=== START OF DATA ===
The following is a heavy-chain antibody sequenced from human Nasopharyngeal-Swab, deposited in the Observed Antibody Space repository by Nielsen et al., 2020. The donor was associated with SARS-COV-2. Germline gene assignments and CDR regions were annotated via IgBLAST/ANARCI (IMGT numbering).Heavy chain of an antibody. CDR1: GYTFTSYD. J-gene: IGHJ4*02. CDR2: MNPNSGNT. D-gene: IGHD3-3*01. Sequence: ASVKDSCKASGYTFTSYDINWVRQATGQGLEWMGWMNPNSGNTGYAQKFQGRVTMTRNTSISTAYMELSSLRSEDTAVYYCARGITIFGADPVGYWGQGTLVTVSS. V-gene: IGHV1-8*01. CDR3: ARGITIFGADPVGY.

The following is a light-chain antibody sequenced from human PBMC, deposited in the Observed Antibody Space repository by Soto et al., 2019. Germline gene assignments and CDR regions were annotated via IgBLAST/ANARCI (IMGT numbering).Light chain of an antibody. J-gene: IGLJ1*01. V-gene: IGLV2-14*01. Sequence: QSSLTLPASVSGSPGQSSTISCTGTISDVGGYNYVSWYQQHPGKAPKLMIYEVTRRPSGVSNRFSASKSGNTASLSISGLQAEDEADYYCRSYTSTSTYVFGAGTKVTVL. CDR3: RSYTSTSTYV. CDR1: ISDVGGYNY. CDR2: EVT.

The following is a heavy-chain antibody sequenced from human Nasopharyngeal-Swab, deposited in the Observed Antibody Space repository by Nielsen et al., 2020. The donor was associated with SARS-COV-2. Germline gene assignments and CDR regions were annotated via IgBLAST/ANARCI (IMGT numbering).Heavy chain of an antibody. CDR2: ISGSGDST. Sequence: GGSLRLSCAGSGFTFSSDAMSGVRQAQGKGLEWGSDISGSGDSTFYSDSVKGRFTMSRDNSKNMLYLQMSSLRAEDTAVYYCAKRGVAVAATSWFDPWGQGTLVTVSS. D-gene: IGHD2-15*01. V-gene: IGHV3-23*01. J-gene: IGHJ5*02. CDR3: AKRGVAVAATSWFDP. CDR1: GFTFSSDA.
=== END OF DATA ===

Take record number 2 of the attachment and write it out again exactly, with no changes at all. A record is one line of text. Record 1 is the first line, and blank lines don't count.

The following is a light-chain antibody sequenced from human PBMC, deposited in the Observed Antibody Space repository by Soto et al., 2019. Germline gene assignments and CDR regions were annotated via IgBLAST/ANARCI (IMGT numbering).Light chain of an antibody. J-gene: IGLJ1*01. V-gene: IGLV2-14*01. Sequence: QSSLTLPASVSGSPGQSSTISCTGTISDVGGYNYVSWYQQHPGKAPKLMIYEVTRRPSGVSNRFSASKSGNTASLSISGLQAEDEADYYCRSYTSTSTYVFGAGTKVTVL. CDR3: RSYTSTSTYV. CDR1: ISDVGGYNY. CDR2: EVT.